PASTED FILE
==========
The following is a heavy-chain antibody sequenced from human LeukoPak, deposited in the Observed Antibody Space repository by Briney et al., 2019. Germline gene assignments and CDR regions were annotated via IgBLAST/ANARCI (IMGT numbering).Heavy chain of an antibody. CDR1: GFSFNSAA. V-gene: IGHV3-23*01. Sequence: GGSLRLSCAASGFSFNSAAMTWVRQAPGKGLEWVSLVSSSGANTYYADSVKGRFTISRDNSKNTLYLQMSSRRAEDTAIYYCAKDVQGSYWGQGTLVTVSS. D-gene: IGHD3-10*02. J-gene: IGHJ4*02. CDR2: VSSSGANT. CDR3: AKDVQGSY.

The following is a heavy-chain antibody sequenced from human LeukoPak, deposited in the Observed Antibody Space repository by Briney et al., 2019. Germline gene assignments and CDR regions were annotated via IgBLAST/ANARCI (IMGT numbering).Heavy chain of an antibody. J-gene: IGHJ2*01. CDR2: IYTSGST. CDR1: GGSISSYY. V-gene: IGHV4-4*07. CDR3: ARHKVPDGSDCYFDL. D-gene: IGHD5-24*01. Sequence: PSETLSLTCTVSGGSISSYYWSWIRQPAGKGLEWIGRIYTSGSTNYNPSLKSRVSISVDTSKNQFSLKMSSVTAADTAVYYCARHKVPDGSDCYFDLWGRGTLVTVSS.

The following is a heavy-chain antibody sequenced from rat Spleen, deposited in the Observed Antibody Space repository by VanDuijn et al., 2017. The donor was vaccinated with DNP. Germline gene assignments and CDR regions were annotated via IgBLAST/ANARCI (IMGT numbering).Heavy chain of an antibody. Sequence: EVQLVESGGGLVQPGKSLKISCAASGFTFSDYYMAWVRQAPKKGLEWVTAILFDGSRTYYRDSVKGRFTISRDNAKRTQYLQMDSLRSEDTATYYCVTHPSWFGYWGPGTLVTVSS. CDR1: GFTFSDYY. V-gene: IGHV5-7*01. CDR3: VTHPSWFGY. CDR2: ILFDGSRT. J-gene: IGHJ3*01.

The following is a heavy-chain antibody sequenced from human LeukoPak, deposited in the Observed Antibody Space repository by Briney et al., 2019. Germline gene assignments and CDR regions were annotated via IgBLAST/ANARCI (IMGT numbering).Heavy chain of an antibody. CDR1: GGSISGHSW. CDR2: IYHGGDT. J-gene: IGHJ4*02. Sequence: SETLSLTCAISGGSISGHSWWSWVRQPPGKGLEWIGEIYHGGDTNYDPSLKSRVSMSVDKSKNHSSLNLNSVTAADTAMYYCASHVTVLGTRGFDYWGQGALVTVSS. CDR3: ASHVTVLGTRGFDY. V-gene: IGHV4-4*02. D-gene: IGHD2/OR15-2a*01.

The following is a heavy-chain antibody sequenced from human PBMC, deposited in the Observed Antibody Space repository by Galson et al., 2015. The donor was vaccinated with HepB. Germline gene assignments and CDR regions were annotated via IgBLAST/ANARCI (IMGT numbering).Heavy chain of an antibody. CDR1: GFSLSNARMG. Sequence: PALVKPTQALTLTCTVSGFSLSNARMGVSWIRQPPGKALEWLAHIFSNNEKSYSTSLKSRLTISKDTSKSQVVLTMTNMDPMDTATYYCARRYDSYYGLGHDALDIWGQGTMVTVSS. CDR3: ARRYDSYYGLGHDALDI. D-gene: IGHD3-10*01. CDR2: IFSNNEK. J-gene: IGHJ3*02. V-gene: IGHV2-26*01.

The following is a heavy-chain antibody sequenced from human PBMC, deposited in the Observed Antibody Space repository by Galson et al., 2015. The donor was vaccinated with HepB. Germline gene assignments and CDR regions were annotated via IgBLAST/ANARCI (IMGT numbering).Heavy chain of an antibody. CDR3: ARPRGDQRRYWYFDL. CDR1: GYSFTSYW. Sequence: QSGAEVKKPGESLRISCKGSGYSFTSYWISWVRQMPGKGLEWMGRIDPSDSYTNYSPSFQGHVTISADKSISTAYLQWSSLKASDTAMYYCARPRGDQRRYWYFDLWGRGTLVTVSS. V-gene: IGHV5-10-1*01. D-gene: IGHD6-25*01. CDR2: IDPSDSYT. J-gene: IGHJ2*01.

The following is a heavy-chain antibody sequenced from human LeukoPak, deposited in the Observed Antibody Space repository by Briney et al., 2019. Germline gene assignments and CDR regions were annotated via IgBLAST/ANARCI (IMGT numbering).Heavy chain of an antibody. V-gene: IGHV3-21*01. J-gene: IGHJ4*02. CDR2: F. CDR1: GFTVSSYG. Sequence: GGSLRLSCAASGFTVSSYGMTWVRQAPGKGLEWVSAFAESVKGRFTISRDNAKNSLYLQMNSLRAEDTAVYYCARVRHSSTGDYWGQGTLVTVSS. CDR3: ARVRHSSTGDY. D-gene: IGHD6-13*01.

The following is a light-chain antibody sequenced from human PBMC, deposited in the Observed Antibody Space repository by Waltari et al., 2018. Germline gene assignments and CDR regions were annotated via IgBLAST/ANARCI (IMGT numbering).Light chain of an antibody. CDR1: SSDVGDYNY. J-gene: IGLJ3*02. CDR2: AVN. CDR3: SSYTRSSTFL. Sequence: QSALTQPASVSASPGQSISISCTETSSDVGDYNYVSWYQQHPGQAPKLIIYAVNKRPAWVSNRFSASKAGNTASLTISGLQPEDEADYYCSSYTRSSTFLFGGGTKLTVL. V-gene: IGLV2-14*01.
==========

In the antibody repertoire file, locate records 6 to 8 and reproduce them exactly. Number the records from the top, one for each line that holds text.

The following is a heavy-chain antibody sequenced from human PBMC, deposited in the Observed Antibody Space repository by Galson et al., 2015. The donor was vaccinated with HepB. Germline gene assignments and CDR regions were annotated via IgBLAST/ANARCI (IMGT numbering).Heavy chain of an antibody. CDR3: ARPRGDQRRYWYFDL. CDR1: GYSFTSYW. Sequence: QSGAEVKKPGESLRISCKGSGYSFTSYWISWVRQMPGKGLEWMGRIDPSDSYTNYSPSFQGHVTISADKSISTAYLQWSSLKASDTAMYYCARPRGDQRRYWYFDLWGRGTLVTVSS. V-gene: IGHV5-10-1*01. D-gene: IGHD6-25*01. CDR2: IDPSDSYT. J-gene: IGHJ2*01.

The following is a heavy-chain antibody sequenced from human LeukoPak, deposited in the Observed Antibody Space repository by Briney et al., 2019. Germline gene assignments and CDR regions were annotated via IgBLAST/ANARCI (IMGT numbering).Heavy chain of an antibody. V-gene: IGHV3-21*01. J-gene: IGHJ4*02. CDR2: F. CDR1: GFTVSSYG. Sequence: GGSLRLSCAASGFTVSSYGMTWVRQAPGKGLEWVSAFAESVKGRFTISRDNAKNSLYLQMNSLRAEDTAVYYCARVRHSSTGDYWGQGTLVTVSS. CDR3: ARVRHSSTGDY. D-gene: IGHD6-13*01.

The following is a light-chain antibody sequenced from human PBMC, deposited in the Observed Antibody Space repository by Waltari et al., 2018. Germline gene assignments and CDR regions were annotated via IgBLAST/ANARCI (IMGT numbering).Light chain of an antibody. CDR1: SSDVGDYNY. J-gene: IGLJ3*02. CDR2: AVN. CDR3: SSYTRSSTFL. Sequence: QSALTQPASVSASPGQSISISCTETSSDVGDYNYVSWYQQHPGQAPKLIIYAVNKRPAWVSNRFSASKAGNTASLTISGLQPEDEADYYCSSYTRSSTFLFGGGTKLTVL. V-gene: IGLV2-14*01.